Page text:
The Wombats, “Lets Dance to Joy Division”
LIMITED TIME BONUS: A cappella “Tales of Girls, Boy & Marsupials” for Jason.
Hear more songs at Myspace…
According to the band’s website, Toronto’s The I Spies:
Who am I to disagree? No one, so I won’t. After listening today, I’m buying it hook, line, and sinker. This album will be a indie hit. Catchy, catchy pop goodness; post-punk guitar pop, reminiscent of early 80s British rock. Call them the Canadian Interpol if you must, or the Canadian Franz Ferdinand if that further helps. As someone who hasn’t gotten into either of those bands much though, there’s something I find more genuine in the crunchy guitar and hook-laden craftsmanship of what I’ve heard from “In the Night”, the debut from The I Spies (five songs are streaming at the band’s website, specifically here). There’s an additional song at Myspace, although the sound quality isn’t as good.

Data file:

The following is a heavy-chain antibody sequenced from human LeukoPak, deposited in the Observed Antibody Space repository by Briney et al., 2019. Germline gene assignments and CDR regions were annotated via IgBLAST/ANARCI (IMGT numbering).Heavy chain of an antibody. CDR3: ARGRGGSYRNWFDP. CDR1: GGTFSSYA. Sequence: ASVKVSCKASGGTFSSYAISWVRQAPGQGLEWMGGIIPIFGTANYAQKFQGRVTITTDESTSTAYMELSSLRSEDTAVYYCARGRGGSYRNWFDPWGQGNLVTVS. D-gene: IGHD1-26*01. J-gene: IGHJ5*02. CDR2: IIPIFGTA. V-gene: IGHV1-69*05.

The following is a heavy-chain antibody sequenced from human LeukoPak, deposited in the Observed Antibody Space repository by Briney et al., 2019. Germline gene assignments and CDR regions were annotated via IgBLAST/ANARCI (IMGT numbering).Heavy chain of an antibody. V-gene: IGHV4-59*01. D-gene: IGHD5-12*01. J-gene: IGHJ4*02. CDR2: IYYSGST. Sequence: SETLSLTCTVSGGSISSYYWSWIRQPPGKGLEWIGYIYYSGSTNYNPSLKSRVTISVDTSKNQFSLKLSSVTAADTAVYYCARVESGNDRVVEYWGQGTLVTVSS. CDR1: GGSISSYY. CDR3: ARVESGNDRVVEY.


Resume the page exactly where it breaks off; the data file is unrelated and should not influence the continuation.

Listen, and remember, you heard it first here. Out March 11th in Canada. Also, watch this space for a review of another new Canadian band, Modernboys Moderngirls, released yesterday February 23rd.
Go downtown with the drugs in my body…
While attempting to situate my totally unorganized collection of digital files, I stumbled upon this track from Paris, France’s Thieves Like Us. (none of them actually stem from France though) They are relatively new to the Daft Punk meets New Order game and have only generated a few studio tracks so far. Local fashion label meets electronic music label Kitsune, quickly took interest in this trio, and over the course of the past few years, they’ve dug many acts I frequently come back to. I hear nothing but potential in their first single, ‘Drugs in My Body’. Repetitive robotic beats, an energetic bounce and the overall vibe that would have fit perfectly in ‘96’s Trainspotting or ‘99’s Go.
Their video has that total youth exuberance feel to it that totally reminded me of the two above flicks. I’m thinking this was shot in Germany, maybe?